Katharine has been dreaming. Of what? Of her husband, of Frederick. Though the specifics of the dream recede into the static of wakefulness, a feeling of certainty remains. Not one of anger or sadness, but perhaps born of both. A simple knowledge of what must be done.
Katharine knows, suddenly, the rightness of what she must do.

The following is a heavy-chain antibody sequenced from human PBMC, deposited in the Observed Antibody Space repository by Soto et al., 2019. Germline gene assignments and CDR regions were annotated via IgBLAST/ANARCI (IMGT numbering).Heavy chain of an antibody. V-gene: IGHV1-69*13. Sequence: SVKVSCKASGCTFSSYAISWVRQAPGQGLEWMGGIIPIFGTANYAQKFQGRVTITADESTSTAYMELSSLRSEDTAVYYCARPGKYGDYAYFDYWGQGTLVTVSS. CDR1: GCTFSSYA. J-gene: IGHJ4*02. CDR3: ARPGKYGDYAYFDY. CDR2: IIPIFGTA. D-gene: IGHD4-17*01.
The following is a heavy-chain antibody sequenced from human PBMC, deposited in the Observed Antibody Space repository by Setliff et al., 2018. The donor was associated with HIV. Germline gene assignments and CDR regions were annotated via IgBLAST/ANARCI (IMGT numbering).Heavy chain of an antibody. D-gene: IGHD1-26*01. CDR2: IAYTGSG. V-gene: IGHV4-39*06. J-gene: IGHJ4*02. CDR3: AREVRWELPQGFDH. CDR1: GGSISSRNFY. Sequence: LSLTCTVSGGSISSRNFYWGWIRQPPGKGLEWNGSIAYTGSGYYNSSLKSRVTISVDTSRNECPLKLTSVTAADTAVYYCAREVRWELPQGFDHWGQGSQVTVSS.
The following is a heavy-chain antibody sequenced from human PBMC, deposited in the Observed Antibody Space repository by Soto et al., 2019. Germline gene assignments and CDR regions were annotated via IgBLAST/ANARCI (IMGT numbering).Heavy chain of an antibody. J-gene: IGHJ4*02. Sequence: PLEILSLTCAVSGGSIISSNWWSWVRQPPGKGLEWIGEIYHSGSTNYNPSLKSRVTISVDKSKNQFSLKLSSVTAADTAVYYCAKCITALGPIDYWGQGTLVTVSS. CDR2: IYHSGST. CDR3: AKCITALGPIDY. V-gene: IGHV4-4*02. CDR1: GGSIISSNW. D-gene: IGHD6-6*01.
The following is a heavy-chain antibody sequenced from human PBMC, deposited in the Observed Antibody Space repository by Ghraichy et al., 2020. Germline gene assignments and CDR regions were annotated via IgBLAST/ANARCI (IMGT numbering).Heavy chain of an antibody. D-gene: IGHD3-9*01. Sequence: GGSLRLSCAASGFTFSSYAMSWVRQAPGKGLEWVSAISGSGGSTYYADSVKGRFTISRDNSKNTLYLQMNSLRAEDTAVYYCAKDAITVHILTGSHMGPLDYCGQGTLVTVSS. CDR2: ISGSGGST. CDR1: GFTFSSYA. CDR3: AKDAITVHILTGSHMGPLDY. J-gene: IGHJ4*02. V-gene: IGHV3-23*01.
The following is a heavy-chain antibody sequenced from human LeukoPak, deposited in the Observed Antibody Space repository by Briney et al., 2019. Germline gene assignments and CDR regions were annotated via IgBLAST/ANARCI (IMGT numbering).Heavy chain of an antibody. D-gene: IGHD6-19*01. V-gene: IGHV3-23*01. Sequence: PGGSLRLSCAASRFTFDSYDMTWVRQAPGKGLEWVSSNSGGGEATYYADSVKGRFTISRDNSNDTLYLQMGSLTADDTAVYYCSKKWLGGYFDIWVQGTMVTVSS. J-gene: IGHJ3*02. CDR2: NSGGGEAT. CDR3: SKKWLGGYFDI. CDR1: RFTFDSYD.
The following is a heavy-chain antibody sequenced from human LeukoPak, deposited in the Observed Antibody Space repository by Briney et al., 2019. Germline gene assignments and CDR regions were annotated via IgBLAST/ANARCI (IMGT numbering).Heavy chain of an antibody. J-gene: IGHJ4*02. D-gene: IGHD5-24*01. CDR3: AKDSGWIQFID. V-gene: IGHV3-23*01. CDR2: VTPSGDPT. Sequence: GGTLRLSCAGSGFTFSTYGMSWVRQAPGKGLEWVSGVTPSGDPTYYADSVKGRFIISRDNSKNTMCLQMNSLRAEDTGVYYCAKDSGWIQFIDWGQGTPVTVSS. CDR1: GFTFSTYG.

Still, she takes her time. She rises slowly, pauses to receive the diffracting late afternoon light as she enters the house. Katharine passes through the musty, tenebrous living room, which always seems resentful of sunlight, seems to be the place nighttime gathers to hide out from the summer's unblinking sun stare. As she enters the kitchen, the smell of stale coffee prompts her to empty the filter into the trash. She pulls a box of Lorna Doones from the cabinet, slips one whole into her mouth, as she used to as a child, letting it dissolve on her tongue. Increasingly, in these last months, she performs such behaviors that, if not exactly childlike, are not quite as prim, quite as austere in her familiar matronly ways. On this summer day of 1989, Katharine is sixty-nine; the early traces of Alzheimer's have begun to fray the edges of her attention and intention. For a moment, pausing at the kitchen sink to observe my cousins diving off the dock, she remembers her certainty but forgets its object; for a moment, she thinks she woke, simply, resolved to swim. But, no, no. It was something else; the idea of a swim does not fill the space opened by her resolve.